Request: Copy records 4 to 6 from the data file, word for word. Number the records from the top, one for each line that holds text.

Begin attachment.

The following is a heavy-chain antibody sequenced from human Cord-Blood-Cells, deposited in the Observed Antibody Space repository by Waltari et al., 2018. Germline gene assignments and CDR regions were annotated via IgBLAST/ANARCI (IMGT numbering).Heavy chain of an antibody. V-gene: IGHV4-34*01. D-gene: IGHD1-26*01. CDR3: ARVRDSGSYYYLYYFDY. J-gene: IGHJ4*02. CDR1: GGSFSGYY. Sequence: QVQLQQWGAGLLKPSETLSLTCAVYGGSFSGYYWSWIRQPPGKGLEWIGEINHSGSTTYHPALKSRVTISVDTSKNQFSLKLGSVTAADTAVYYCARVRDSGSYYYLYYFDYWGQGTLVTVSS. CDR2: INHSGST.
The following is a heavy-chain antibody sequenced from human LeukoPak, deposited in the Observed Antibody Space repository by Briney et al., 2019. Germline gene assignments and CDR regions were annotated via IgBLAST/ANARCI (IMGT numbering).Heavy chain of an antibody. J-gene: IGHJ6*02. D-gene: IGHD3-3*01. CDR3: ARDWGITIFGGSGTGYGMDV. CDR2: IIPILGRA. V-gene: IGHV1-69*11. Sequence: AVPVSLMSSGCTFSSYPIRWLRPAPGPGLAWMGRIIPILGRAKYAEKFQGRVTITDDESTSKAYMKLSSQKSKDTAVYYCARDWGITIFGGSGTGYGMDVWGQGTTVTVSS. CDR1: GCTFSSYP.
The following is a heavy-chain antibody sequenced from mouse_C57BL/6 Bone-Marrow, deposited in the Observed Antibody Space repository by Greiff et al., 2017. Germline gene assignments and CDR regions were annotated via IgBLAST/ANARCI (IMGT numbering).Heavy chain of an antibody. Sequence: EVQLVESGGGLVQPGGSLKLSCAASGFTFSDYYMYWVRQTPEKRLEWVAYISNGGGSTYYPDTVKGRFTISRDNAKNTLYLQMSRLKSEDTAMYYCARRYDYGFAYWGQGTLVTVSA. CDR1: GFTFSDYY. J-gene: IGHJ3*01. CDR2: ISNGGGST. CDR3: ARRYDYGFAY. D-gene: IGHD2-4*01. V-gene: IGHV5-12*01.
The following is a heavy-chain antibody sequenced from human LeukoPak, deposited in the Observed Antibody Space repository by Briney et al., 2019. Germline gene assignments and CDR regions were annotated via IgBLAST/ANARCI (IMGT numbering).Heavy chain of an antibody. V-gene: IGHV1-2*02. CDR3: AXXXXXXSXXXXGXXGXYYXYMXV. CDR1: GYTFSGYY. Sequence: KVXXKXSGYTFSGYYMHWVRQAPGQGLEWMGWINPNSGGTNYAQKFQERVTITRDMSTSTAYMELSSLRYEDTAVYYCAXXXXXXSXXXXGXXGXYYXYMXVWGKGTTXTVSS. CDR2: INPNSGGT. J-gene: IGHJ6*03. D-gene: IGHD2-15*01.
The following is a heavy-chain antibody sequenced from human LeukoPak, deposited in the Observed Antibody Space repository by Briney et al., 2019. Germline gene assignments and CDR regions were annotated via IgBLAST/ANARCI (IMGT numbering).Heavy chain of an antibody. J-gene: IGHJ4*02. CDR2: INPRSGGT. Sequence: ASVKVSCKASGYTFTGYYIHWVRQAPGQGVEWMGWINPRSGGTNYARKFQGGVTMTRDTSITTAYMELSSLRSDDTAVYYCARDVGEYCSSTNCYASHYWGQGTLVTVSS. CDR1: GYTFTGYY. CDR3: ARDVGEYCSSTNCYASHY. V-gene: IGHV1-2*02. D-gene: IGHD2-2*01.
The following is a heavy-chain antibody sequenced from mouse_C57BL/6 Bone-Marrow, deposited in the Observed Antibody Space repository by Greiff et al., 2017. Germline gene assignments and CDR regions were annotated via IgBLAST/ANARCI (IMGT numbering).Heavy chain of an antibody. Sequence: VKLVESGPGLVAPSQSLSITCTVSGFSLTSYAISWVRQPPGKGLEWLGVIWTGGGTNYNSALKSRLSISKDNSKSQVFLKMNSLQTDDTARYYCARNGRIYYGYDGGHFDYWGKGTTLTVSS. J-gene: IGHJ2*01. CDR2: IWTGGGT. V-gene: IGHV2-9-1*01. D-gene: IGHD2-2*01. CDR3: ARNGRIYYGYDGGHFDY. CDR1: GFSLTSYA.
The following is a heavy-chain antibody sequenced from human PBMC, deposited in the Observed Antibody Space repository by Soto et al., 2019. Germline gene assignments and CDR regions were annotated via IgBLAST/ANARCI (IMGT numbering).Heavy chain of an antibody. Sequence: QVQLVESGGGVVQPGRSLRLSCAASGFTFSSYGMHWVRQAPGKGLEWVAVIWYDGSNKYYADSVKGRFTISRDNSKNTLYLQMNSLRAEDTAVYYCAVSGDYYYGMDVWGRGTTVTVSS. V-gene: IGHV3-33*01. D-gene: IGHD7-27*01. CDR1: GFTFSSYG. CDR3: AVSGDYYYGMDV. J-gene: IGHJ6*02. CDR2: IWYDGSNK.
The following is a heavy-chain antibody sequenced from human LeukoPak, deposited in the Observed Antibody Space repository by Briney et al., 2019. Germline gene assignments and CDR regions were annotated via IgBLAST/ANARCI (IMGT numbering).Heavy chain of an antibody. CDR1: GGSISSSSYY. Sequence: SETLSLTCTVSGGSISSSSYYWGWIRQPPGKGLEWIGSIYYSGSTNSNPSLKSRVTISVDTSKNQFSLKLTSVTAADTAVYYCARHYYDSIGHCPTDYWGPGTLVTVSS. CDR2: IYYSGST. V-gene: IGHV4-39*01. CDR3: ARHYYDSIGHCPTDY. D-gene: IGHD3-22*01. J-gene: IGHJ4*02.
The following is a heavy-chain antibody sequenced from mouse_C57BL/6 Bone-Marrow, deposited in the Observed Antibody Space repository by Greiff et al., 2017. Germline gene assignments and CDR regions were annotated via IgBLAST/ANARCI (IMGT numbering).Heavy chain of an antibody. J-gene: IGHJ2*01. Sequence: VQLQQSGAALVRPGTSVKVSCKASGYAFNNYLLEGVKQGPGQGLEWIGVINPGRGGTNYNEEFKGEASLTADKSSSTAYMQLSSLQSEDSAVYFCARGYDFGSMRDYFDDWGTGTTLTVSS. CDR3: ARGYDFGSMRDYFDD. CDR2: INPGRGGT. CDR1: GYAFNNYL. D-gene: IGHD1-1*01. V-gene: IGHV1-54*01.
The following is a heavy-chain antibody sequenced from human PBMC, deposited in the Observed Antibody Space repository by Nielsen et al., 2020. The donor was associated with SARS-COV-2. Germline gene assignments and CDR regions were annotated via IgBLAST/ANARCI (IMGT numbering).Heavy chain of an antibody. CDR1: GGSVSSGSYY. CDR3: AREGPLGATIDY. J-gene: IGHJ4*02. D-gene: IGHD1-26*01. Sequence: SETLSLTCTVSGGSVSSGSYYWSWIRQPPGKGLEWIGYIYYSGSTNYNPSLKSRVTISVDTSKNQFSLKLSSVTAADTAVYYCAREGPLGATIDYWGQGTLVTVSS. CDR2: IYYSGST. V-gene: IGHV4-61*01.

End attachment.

The following is a heavy-chain antibody sequenced from human LeukoPak, deposited in the Observed Antibody Space repository by Briney et al., 2019. Germline gene assignments and CDR regions were annotated via IgBLAST/ANARCI (IMGT numbering).Heavy chain of an antibody. V-gene: IGHV1-2*02. CDR3: AXXXXXXSXXXXGXXGXYYXYMXV. CDR1: GYTFSGYY. Sequence: KVXXKXSGYTFSGYYMHWVRQAPGQGLEWMGWINPNSGGTNYAQKFQERVTITRDMSTSTAYMELSSLRYEDTAVYYCAXXXXXXSXXXXGXXGXYYXYMXVWGKGTTXTVSS. CDR2: INPNSGGT. J-gene: IGHJ6*03. D-gene: IGHD2-15*01.
The following is a heavy-chain antibody sequenced from human LeukoPak, deposited in the Observed Antibody Space repository by Briney et al., 2019. Germline gene assignments and CDR regions were annotated via IgBLAST/ANARCI (IMGT numbering).Heavy chain of an antibody. J-gene: IGHJ4*02. CDR2: INPRSGGT. Sequence: ASVKVSCKASGYTFTGYYIHWVRQAPGQGVEWMGWINPRSGGTNYARKFQGGVTMTRDTSITTAYMELSSLRSDDTAVYYCARDVGEYCSSTNCYASHYWGQGTLVTVSS. CDR1: GYTFTGYY. CDR3: ARDVGEYCSSTNCYASHY. V-gene: IGHV1-2*02. D-gene: IGHD2-2*01.
The following is a heavy-chain antibody sequenced from mouse_C57BL/6 Bone-Marrow, deposited in the Observed Antibody Space repository by Greiff et al., 2017. Germline gene assignments and CDR regions were annotated via IgBLAST/ANARCI (IMGT numbering).Heavy chain of an antibody. Sequence: VKLVESGPGLVAPSQSLSITCTVSGFSLTSYAISWVRQPPGKGLEWLGVIWTGGGTNYNSALKSRLSISKDNSKSQVFLKMNSLQTDDTARYYCARNGRIYYGYDGGHFDYWGKGTTLTVSS. J-gene: IGHJ2*01. CDR2: IWTGGGT. V-gene: IGHV2-9-1*01. D-gene: IGHD2-2*01. CDR3: ARNGRIYYGYDGGHFDY. CDR1: GFSLTSYA.